Everyone loves a larger-than-life supervillain plot. With good reason, too – after all, our favourite action-adventure franchises couldn’t function without the outlandish schemes of a bad guy trying to take over (or destroy!) the world. Think about it: where would James Bond be without the wicked designs of a cackling mastermind to foil? And yet, for every fiendishly ingenious plan that makes you marvel at the brilliance of the mind behind it, there’s at least as many out there that make no sense whatsoever.
There’s several reasons why a supervillain’s plot can fail to add-up. Maybe it’s the case that the plot in question is poorly thought out and won’t achieve the villain’s stated goals. Perhaps it’s a scenario where that old killjoy, real-world science, makes the successful execution of a plot impossible, at least as stated. Or it could be that the plan isn’t laid-out very clearly, making it hard to follow how and why it will work.
Whatever the reason may be, the end result is a nefarious scheme that leaves fans scratching their heads and asking, “Wait, what’s going on here?” In recognition of moments such as these, here’s a rundown of 15 Supervillain Plots That Make Absolutely No Sense.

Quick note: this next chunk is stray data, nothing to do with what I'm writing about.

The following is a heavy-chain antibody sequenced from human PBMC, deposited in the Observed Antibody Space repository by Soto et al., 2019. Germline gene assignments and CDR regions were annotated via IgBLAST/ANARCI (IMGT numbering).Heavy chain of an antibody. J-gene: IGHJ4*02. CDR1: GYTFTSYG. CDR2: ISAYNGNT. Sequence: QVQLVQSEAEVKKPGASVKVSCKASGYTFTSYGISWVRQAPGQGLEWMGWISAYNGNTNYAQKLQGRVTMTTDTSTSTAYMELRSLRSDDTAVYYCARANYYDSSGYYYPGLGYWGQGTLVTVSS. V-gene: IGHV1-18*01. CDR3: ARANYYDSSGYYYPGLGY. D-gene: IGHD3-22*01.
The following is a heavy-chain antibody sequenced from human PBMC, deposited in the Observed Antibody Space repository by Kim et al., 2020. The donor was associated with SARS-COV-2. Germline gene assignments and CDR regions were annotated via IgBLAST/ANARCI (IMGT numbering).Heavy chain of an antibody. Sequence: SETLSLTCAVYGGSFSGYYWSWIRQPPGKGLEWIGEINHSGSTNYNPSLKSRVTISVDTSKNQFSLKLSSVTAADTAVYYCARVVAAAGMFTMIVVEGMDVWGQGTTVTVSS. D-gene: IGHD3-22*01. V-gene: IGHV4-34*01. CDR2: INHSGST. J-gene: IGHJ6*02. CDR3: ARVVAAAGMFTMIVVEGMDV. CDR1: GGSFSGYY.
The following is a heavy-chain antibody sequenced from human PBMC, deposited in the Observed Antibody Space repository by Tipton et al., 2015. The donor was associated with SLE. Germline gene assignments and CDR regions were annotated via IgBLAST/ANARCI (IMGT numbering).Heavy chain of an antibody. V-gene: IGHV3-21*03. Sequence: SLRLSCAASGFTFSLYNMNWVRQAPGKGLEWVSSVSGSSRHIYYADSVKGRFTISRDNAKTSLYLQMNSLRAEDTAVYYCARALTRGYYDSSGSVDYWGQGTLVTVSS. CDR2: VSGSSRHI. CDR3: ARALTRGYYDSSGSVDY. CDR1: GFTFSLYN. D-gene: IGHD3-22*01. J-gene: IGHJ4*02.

15. Ra’s Al-Ghul’s Microwave Emitter / Fear Gas Combo
Batman Begins is a smart movie, but big bad Ra’s al Ghul’s plot doesn’t exactly stack up. Now, it’s not the actual logic behind the plot that’s at fault. Using the microwave emitter device to vaporize Gotham City’s fear toxin-laced water supply so that its citizens murder each other is both clever and well-orchestrated. Except for one teensy, tiny, little thing: humans are made up of around 70% water.
As churlish as it might seem to invoke actual science in comic book movie, the grounded take on the source material adopted for Begins makes doing so practically unavoidable.To that end, if you were to flick the switch on the emitter, Gothamites are more likely to die from severe dehydration (or worse) before they ever have the chance to inhale the fear toxin.
Of course, Ra’s Al-Ghul would still get the mass murder he longed for – just not the way he wanted it to happen. And considering that Ra’s scheme seems to be as much about its dramatic flair as its purpose – it’s important to him that the world see Gotham tear itself apart – this plan fails to pass the sense test.